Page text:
Living with high cholesterol levels is more than just taking a daily dose of medication, in fact, high cholesterol levels can significantly alter one’s living habits.
High Cholesterol can be a dangerous chronic health condition. For people who are diagnosed with this condition or have a family history of high cholesterol, every aspect of their meal falls under heavy scrutiny.
While the most common culprits for raising one’s cholesterol levels are sugary goods and oily foods, unsweetened beverages like coffee and tea often fall into the gray area.
Let’s face it, coffee is among the best energizers to brighten up anyone’s lazy day or sluggish mornings.
For most coffee fanatics who drink multiple cups of coffee, even the thought of leaving behind their precious morning javas is enough to give intense shudders.
If you are a coffee lover who cannot leave behind your precious brew but is dealing with high cholesterol, knowing how daily coffee affects your cholesterol levels is imperative.
Whether you have just been diagnosed with high cholesterol or you are just curious to learn about the effects of coffee on cholesterol levels, we’ve got you covered.
Here is all you need to know about coffee and its effects on cholesterol to help you determine whether or not coffee is good for cholesterol.
Table of Contents
What is High Cholesterol?
Simply put, cholesterol is an organic waxy substance that is naturally present in the body and helps build healthy cells in the body.
High Cholesterol is the presence of higher levels or amounts of this particular waxy substance called cholesterol in the bloodstream.
These accumulated deposits in the bloodstream can later form clots that can lead to severe health concerns such as heart attacks and strokes.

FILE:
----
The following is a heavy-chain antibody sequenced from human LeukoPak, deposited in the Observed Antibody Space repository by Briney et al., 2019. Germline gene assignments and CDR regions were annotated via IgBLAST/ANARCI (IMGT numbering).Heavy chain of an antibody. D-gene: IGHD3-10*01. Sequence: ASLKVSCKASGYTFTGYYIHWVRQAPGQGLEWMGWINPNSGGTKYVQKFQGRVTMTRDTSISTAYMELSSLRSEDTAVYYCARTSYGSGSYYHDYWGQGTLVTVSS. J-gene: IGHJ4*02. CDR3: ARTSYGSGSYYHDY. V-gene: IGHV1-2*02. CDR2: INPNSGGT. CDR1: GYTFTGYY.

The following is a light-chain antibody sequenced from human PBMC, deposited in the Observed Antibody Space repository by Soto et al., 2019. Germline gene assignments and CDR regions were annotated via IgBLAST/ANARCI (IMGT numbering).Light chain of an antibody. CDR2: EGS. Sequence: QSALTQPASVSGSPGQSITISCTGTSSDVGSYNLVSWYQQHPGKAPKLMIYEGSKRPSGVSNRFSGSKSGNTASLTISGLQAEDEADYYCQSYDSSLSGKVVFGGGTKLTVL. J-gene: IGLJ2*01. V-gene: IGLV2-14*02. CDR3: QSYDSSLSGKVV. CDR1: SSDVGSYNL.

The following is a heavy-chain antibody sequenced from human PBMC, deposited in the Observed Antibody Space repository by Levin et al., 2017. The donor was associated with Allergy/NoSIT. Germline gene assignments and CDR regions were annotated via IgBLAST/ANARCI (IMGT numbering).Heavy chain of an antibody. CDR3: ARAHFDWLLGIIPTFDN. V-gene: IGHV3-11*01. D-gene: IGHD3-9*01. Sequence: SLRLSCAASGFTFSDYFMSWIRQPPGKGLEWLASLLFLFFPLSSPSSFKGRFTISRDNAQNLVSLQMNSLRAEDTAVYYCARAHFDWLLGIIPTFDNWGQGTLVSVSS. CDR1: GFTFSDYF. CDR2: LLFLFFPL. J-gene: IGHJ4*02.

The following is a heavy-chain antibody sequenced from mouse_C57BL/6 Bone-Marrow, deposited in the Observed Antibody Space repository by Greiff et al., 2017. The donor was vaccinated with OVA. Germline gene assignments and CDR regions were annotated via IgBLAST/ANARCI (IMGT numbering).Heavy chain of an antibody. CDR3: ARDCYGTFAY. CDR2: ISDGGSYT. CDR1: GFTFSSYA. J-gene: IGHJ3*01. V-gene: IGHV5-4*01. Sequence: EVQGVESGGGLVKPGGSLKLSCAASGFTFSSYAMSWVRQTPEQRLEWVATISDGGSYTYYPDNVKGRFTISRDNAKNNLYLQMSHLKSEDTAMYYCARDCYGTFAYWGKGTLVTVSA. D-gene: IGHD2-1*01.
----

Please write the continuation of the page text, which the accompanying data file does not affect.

As mentioned earlier, Cholesterol is an organic waxy substance that naturally presents molecules called lipids that travel in the bloodstream through two forms of carriers.
These carriers are said to be LDL or Low-Density-Lipoproteins which are regarded as the unhealthy type of cholesterol and HDL or High-Density-Lipoproteins also regarded as good cholesterol.
The levels of both LDL and HDL in the bloodstream can impact one’s overall health greatly when not properly regulated.
These high amounts of cholesterol in the bloodstream can lead to a myriad of health problems among them the major ones being cardiovascular disease leading to the risk of heart attacks or strokes.
High Cholesterol can be inherited through genetics, although it is quite unlikely. It is usually a result of unhealthy living habits which makes this condition easy to prevent and even manageable.
High Cholesterol can be easily prevented and managed with daily or routine exercise, a healthy and balanced diet, as well as prescribed medications.
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How are Coffee and Cholesterol Linked?
Believe it or not but there are significant studies based on rigorous research that indicate the link between coffee and cholesterol.